The complaint alleges that, throughout the Class Period, the defendants failed to disclose to investors that: (1) Apache intentionally used unrealistic assumptions regarding the amount and composition of available oil and gas in Alpine High; (2) Apache did not have the proper infrastructure in place to safely and/or economically drill and/or transport those resources even if they existed in the amounts purported; (3) these misleading statements and omissions artificially inflated the value of Apache’s operations in the Permian Basin; and (4) as a result, Apache’s public statements were materially false and misleading at all relevant times.
If you are a member of the class described above, you may no later than April 26, 2021 move the Court to serve as lead plaintiff of the class, if you so choose.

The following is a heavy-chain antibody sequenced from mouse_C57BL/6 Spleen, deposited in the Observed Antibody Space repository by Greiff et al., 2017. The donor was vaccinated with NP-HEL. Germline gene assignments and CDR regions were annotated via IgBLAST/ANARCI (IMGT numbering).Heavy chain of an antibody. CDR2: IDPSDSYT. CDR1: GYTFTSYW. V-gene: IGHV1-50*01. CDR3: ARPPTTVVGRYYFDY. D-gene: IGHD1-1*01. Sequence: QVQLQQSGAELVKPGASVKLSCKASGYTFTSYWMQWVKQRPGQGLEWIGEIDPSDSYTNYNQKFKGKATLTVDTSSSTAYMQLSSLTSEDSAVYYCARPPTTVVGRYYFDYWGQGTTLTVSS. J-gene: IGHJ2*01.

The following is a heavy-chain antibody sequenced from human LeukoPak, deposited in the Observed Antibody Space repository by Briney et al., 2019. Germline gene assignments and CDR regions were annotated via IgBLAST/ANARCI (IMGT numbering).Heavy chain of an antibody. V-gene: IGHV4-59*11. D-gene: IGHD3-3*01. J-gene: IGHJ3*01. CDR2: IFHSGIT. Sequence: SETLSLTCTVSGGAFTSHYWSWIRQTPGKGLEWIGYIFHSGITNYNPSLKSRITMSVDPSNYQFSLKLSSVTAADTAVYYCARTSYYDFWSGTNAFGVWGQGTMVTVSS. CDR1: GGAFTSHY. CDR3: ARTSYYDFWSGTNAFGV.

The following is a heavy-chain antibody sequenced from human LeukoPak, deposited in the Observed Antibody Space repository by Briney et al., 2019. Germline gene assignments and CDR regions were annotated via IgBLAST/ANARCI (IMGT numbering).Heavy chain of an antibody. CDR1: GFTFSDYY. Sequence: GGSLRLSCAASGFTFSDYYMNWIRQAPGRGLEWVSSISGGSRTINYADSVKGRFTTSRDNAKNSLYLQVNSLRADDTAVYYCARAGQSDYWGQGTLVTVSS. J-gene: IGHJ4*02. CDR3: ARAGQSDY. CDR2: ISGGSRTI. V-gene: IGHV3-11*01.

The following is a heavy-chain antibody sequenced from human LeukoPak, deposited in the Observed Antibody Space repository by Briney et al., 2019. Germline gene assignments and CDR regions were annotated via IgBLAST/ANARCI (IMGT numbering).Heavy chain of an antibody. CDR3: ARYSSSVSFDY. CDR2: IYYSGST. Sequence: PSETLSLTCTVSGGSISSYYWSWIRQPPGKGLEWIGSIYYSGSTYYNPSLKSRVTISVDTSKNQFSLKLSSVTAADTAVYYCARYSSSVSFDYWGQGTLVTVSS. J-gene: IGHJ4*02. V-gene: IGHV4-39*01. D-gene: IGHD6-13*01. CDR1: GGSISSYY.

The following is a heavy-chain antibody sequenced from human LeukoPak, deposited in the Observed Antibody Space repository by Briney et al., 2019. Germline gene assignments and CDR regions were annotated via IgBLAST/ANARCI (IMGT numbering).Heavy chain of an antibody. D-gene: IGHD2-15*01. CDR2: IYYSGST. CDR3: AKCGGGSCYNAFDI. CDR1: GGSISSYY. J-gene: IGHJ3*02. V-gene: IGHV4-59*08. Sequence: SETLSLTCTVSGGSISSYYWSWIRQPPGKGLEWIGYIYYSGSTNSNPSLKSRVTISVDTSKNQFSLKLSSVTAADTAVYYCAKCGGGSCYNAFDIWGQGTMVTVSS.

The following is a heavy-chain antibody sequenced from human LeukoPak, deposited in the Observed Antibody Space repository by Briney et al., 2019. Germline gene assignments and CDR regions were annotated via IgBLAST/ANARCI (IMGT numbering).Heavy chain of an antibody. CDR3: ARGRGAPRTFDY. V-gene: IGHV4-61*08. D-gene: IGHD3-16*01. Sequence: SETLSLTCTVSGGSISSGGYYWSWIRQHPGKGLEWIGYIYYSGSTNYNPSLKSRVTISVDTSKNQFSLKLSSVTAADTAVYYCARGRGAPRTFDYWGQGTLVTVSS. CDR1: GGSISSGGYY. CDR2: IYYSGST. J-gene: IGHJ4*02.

A lead plaintiff is a representative party that acts on behalf of other class members in directing the litigation. In order to be appointed lead plaintiff, the Court must determine that the class member’s claim is typical of the claims of other class members, and that the class member will adequately represent the class. Your ability to share in any recovery is not, however, affected by the decision whether or not to serve as a lead plaintiff. Filling out the online form above or communicating with any counsel is not necessary to participate or share in any recovery achieved in this case. Any member of the purported class may move the court to serve as a lead plaintiff through counsel of his/her choice, or may choose to do nothing and remain an inactive class member.
If you wish to discuss this action or have any questions concerning this notice or your rights or interests with respect to these matters, please contact Kessler Topaz Meltzer & Check, LLP: James Maro, Esq. (484) 270-1453 or Adrienne Bell, Esq. (484) 270-1435; toll-free at (844) 887-9500; or via e-mail at firstname.lastname@example.org. If you would like additional information about the suit, please click on the link "Submit Your Information" above and fill out the form as promptly as possible.